And with renewed interest in the whole thing, I was able to get in contact with the author Martin Oliver, the illustrator Paddy Mounter, and top people at Usborne to ascertain the viability of a publishing...
So that's it, the mystery is solved!
I've had e-mails from people in the USA reading this page, and elsewhere in the world outside of the UK. If you enjoyed the Usborne Puzzle Adventure series you might like to:
Let me know if you decide to help out!
If you need to, please contact me: burnsflippergooglemail dot com.
At the end of The Pyramid Plot by Justin Somper, it poses two questions:
The deliberate mistake is on page 35 - the wrong window pane is broken. Compare it to the picture of the outside of the room on page 23.
Here's my thoughts.
First off, we have Cipher A which was in the broken vase, and Cipher B which was written on Duncan's notepad, which he copied from a cipher that Iona found amidst the same treasure that the vase was in. They use different hieroglyphs so they are two separate ciphers.
Next, we have multiple treasures and it's ambiguous which ones are being talked about - there's the treasure found when excavating the original villa (Treasure A), and there's the treasure found buried in the antechamber underground (Treasure B) - not counting the real treasure hidden behind the underground wall. Iona must have found Cipher B in Treasure A, since that is what led her to dig up Treasure B. Curiously, when she found Cipher B, the pictures indicate it was already partially translated into English. Since we are told Treasure A was buried for 4000 years, and the last person to see it was Klepto Maniak, this indicates a hidden part of the mystery...namely that the only person who could have started translating it into English and then rebury it is most likely Inigo Outicombe, the Victorian archaeologist. He must have found Treasure A, started decoding both the ciphers, deciphered the text in the pyramid and then deliberately sealed off the descending passage after he had been in and out. Maybe he solved the enigma and then sealed everything off to protect the real treasure.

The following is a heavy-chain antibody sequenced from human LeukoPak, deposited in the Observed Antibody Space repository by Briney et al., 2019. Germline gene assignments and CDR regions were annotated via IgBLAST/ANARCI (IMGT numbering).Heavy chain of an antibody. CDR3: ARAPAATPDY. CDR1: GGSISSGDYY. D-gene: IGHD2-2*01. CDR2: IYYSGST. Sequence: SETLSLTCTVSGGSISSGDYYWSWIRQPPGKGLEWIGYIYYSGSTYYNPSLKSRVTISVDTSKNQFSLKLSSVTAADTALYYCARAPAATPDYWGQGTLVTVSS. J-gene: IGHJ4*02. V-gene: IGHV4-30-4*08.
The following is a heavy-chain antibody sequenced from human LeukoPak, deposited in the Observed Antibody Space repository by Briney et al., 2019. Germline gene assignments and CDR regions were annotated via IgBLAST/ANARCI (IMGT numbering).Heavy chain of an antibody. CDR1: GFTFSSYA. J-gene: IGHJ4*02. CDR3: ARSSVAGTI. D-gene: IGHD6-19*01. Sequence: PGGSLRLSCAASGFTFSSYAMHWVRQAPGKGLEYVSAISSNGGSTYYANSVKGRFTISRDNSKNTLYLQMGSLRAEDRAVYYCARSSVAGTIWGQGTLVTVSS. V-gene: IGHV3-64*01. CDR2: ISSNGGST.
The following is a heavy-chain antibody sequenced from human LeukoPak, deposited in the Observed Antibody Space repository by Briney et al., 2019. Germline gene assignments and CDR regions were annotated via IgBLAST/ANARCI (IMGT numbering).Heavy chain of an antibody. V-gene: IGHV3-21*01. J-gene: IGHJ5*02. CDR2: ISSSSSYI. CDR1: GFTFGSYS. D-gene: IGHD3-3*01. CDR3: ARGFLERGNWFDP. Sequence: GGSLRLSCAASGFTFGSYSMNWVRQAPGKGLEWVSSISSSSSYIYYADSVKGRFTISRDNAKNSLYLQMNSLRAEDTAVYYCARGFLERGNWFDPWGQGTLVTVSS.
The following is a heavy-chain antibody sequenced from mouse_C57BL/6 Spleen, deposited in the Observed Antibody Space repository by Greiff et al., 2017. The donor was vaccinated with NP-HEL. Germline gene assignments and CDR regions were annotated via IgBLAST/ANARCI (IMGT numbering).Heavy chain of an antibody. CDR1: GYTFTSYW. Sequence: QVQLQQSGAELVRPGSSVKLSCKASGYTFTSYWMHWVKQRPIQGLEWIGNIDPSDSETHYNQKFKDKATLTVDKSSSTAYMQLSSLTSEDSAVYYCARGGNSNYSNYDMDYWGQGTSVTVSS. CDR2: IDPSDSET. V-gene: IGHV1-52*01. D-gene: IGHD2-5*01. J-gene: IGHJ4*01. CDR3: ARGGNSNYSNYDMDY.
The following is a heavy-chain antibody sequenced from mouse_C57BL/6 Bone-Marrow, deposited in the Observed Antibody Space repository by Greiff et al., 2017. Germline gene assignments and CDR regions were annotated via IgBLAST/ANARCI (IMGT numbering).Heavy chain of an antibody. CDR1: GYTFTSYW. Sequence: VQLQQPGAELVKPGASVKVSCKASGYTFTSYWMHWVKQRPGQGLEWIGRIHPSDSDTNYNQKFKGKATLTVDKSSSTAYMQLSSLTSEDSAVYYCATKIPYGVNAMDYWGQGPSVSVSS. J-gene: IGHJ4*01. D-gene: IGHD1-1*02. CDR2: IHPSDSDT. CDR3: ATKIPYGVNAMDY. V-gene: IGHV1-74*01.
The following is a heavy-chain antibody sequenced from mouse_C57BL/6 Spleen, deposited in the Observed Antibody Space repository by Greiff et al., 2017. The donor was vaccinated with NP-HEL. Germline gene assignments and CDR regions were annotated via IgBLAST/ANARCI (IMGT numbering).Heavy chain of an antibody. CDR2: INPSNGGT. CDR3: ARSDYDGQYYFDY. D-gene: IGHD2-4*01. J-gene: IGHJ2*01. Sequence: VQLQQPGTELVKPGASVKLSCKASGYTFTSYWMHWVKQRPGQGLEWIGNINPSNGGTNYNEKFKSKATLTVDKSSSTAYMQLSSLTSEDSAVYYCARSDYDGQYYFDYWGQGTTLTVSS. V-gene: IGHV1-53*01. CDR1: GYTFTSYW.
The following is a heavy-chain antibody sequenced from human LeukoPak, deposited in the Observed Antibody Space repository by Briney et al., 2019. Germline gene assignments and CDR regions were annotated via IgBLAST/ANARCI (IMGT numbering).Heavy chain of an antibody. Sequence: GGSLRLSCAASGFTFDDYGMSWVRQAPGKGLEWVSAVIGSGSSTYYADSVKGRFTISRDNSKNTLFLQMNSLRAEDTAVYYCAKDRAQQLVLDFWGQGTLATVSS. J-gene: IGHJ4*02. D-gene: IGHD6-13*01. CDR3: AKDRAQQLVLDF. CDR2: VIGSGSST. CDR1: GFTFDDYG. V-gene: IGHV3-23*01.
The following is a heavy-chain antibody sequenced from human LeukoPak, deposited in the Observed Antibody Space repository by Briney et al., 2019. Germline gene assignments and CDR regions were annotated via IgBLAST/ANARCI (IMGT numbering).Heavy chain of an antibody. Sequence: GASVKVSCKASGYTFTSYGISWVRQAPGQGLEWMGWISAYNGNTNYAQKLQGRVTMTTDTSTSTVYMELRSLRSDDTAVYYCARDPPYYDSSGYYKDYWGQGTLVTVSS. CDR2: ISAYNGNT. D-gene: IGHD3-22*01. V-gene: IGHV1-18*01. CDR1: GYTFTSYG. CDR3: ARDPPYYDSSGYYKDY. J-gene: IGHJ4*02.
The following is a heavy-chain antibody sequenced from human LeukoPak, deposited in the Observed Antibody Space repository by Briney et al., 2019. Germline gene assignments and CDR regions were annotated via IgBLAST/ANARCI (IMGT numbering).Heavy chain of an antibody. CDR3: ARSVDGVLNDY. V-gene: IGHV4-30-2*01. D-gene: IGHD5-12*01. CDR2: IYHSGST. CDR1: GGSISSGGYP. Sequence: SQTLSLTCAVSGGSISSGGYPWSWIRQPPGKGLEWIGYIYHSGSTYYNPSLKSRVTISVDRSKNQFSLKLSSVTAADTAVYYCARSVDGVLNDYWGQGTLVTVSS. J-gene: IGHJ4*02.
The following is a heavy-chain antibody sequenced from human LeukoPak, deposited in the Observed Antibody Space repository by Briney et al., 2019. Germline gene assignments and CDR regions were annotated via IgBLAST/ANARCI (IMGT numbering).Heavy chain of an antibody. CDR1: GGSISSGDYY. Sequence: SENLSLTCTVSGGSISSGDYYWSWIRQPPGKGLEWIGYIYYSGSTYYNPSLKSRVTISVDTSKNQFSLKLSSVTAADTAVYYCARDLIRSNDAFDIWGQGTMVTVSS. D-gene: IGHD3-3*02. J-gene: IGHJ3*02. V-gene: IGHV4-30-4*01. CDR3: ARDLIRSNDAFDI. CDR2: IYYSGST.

Or, when Cipher A was found in Treasure A when Iona's team unearthed it when building the original villa, someone partially decoded it then hid it in the vase. Iona says she found Cipher B...maybe she found and started translating Cipher A too...
Interestingly, Iona signs off her letters with the symbol of an eye, which appears in two places - marking the secret passage in the pyramid...and in Cipher A...
Let me know what you think - burnsflippergooglemail dot com.
I tweeted the author Justin Somper asking if I'd got it right, and he replied with...
"Now that would be telling, wouldn't it? ;-)"
Maybe we'll never know!
Usborne Puzzle Adventure fan Furqaan Yusaf did some major sleuthing and managed to unearth some more "missing" books listed on Amazon.
There are multiple listings for each book, with publication dates 1996-1998 and with 96-130 pages, and are sometimes listed as being in the "Usborne Adventure" series.
"This is the latest title in the Adventure Library series of full length fiction packed with action and intrigue. Agent Arthur is called back from his long earned holiday to help sort out the bungling of the two newest recruits to the Action Agency."
"In this action-packed story Anna''s month in Sylvania turns into a nightmare when she finds herself trapped in a web of intrigue. She must outwit the Knights of Lamotte, find the talisman and return it to its rightful owners before it is too late."
The Silent Snow pages on Amazon have different cover art, which gives us a clue...
"In this story Tom and Lucy soon find themselves drawn into a web of intrigue after arriving at Snoring-on -Sea. A treasure map, an old myth and a dial hold the secret to Skull Island, but can Tom and Lucy rescue the people locked in time?"
It was "Skull Island" which tipped me off to what has happened here, because I actually own this book! But it's not an Usborne Puzzle Adventure, it's one of the Usborne Adventure series which are short novels. It looks like they had the idea to write longer adventure books and had some cover art made before the books were written/published, and the cover artist did it in the style of a Puzzle Adventure rather than the more older-oriented Adventure series.